Northbound Interstate 5 reaches Leucadia Boulevard, Exit 43. A vintage stretch of U.S. 101 expressway is located along Coast Highway 101 in Leucadia between Leucadia Boulevard and La Costa Avenue (Batiquitos Lagoon). Photo taken 01/14/07.
This mileage sign along northbound Interstate 5 provides the distance to the next three exits: Exit 44, La Costa Avenue; Exit 45, Aviara Parkway / Poinsettia Lane; and Exit 47, San Diego County S-12 (Palomar Airport Road). Photo taken 10/07/06.
The next exit along northbound Interstate 5 is Exit 44, La Costa Boulevard. This is the last Encinitas exit. The Batiquitos Lagoon is just beyond this exit, and Carlsbad lies beyond the lagoon. Photo taken 10/07/06.
A roadside exit number sign for Exit 44, La Costa Avenue is posted shortly thereafter. It seems like the exit number should have been on the overhead sign posted in the median rather than adding a new sign. This kind of signage is common from here north to Carlsbad; the new reflective signs along this stretch were placed in 2006. Photo taken 01/14/07.
Northbound Interstate 5 reaches Exit 44, La Costa Boulevard. Located east of the freeway, La Costa is known nationally in the golfing community as the host of professional golfing tournaments and other events. Photo taken 01/14/07.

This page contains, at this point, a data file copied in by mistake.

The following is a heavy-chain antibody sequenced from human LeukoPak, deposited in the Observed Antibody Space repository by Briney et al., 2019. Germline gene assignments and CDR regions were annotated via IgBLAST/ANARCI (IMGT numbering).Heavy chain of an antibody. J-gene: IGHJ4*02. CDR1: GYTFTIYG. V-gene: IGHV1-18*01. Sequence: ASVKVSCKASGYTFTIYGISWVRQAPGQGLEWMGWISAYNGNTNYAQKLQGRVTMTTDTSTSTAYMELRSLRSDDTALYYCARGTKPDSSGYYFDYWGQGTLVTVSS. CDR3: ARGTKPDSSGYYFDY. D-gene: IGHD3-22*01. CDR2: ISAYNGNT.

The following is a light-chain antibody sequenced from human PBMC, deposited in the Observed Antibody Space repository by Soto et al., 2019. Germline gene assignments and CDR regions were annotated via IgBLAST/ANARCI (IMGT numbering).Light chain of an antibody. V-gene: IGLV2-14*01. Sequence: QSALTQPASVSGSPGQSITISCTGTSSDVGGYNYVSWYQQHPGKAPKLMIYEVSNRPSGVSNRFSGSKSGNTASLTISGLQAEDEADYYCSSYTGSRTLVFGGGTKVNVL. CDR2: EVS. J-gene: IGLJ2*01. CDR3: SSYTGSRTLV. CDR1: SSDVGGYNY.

The next two exits along Interstate 5 (San Diego Freeway) north are Exit 45, Poinsettia Lane / Aviara Parkway (1.25 miles) followed by Exit 47, Palomar Airport Road (San Diego County S-12). Photo taken 01/14/07.
Upon passing Exit 44, Interstate 5 leaves the city of Encinitas and enters the city of Carlsbad. This sign is located along northbound as the freeway crosses Batiquitos Lagoon, which generally separates Encinitas from Carlsbad. Home to the famous Carlsbad Flower Fields, Carlsbad was incorporated on July 16, 1952, and it is home to 78,247 people as of the 2000 Census. Significant growth occurred, especially on its eastern side, with expansion from 7.5 square miles in 1952 to nearly 42 square miles in 2005. Photo taken 05/22/04.
Northbound Interstate 5 approaching Poinsettia Lane / Aviara Parkway, Exit 45, right-lane exit only signage. Poinsettia Lane leads due east to meet San Diego County S-21 (Coast Highway) in front of the South Carlsbad State Beach from this interchange. Photo taken 11/11/12.
An auxiliary lane is formed for traffic utilizing the exit Aviara Parkway and Poinsettia Lane. Photos taken 01/14/074.